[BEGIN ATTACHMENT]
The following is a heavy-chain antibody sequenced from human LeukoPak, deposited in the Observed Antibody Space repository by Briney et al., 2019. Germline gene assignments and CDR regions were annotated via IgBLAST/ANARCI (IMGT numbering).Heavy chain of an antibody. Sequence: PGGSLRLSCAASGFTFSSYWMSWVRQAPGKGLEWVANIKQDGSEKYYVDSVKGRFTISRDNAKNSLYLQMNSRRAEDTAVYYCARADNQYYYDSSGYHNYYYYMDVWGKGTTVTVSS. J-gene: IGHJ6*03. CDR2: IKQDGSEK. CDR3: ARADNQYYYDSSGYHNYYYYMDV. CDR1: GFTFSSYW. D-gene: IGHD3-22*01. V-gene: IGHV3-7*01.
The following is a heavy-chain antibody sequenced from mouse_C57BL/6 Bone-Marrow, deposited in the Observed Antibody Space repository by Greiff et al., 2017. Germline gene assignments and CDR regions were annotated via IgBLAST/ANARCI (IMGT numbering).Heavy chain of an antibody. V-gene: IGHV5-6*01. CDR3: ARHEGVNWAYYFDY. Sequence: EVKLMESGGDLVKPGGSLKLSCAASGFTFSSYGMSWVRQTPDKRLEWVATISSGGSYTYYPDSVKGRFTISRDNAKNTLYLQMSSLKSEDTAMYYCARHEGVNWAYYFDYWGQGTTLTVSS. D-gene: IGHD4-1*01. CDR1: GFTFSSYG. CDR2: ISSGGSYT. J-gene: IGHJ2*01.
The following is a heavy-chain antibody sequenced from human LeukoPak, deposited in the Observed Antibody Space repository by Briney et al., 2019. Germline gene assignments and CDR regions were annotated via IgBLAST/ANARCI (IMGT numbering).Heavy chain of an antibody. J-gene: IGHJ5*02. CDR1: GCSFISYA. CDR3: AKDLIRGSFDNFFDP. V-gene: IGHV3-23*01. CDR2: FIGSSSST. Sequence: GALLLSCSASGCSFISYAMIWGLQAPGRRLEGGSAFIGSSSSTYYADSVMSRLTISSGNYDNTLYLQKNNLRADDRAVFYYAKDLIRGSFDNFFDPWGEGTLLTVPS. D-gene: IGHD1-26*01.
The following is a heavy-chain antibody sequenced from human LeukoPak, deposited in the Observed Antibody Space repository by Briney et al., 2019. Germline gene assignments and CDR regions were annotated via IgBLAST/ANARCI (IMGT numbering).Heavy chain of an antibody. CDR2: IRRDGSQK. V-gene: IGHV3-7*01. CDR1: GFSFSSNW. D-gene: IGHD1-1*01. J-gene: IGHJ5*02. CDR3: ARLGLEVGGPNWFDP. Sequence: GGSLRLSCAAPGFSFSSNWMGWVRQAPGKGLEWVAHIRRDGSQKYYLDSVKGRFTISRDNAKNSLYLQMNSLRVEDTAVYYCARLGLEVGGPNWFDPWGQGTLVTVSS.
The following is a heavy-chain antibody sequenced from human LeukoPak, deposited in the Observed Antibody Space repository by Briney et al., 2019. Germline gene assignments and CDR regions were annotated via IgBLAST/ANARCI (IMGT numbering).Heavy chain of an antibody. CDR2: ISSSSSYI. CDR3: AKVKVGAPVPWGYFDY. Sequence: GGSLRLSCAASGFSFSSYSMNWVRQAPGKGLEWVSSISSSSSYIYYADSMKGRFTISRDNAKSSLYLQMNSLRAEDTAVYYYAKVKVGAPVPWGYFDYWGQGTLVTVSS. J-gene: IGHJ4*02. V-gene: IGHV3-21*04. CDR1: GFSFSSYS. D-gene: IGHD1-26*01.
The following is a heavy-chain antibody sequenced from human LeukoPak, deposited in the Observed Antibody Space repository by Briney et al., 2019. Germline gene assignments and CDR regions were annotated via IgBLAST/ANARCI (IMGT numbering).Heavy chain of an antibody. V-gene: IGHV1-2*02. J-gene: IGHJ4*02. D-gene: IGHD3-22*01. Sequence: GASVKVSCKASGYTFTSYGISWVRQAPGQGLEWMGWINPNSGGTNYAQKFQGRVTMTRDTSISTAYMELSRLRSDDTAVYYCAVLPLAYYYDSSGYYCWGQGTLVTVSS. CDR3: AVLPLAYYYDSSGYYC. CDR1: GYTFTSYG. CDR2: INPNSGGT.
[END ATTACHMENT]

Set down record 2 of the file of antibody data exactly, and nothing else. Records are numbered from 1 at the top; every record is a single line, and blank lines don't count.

The following is a heavy-chain antibody sequenced from mouse_C57BL/6 Bone-Marrow, deposited in the Observed Antibody Space repository by Greiff et al., 2017. Germline gene assignments and CDR regions were annotated via IgBLAST/ANARCI (IMGT numbering).Heavy chain of an antibody. V-gene: IGHV5-6*01. CDR3: ARHEGVNWAYYFDY. Sequence: EVKLMESGGDLVKPGGSLKLSCAASGFTFSSYGMSWVRQTPDKRLEWVATISSGGSYTYYPDSVKGRFTISRDNAKNTLYLQMSSLKSEDTAMYYCARHEGVNWAYYFDYWGQGTTLTVSS. D-gene: IGHD4-1*01. CDR1: GFTFSSYG. CDR2: ISSGGSYT. J-gene: IGHJ2*01.